Winter is the perfect time of year to talk about seasonal deck maintenance. If this item is on your to-do list, don’t forget to include the following tasks to protect your deck from the harsh elements:
To begin the deck maintenance process, clean off any loose debris from the deck surface. This includes any built-up dirt, piles of leaves, broken ranches, or even yard toys and landscaping tools. Piles of debris like this have the tendency to hold water, which along with accumulated dirt, can leave unsightly stains on both wooden and stone decking material.
Next you want to thoroughly pressure wash the entire deck surface. If your deck is made out of some kind of natural stone material, you can be a little bit more aggressive but pressure washing wood needs to be done with some care. Once you are done washing out any stuck in dirt and debris, perform a water pooling test to identify areas, particularly in a wooden deck, where boards are starting to warp or where you have low spots where water can gather and either stain or advance the rotting of the wood.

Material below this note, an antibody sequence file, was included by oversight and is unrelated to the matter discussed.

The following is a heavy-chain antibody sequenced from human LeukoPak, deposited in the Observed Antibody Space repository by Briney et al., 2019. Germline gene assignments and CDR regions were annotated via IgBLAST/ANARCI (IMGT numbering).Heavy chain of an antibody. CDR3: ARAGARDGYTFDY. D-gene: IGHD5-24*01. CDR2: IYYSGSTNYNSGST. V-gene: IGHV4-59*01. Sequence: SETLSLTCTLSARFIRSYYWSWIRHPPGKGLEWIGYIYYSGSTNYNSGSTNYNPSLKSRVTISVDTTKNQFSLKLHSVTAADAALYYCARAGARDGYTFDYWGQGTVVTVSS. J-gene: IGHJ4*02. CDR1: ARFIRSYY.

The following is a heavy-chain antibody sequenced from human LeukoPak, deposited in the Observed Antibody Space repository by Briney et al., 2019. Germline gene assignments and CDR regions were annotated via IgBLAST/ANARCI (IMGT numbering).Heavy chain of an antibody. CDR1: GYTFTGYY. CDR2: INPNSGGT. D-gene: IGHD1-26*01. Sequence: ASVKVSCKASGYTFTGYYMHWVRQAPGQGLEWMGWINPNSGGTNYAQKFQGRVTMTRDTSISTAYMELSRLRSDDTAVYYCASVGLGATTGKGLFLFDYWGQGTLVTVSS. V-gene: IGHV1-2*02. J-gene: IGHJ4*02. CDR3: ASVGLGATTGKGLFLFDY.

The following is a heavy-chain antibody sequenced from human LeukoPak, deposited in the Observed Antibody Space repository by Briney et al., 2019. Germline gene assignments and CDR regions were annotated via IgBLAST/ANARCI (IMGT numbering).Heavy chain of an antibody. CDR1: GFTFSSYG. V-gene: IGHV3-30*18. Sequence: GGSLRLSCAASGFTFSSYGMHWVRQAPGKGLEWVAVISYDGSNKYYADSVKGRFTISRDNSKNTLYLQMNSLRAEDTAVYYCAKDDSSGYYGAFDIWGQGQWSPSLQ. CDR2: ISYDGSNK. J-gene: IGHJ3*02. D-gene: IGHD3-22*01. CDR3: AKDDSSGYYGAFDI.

In the case of wooden decks, it is critical to seal the wood with some type of finishing product. Whether you want to go the long and arduous route of applying multiple layers of a natural wax finish, or the less expensive but more chemical heavy avenue of an outdoor polyurethane coat, leaving a deck exposed to the elements is just not an option. It is important when applying the finish that the deck is completely dry so first let your deck set out in the sun for a full day before getting started and then hit all of the nooks and crannies with towels before getting started. Most of these outdoor finishes can be applied with a paint roller with some light brushwork necessary around corners and edges.
More than anything, put this little regimen on a quarterly schedule and keep your deck looking clean and orderly all year round. While it is not likely that you would need to refinish the deck this often, it is still worth inspecting every inch and applying spot finishes where necessary.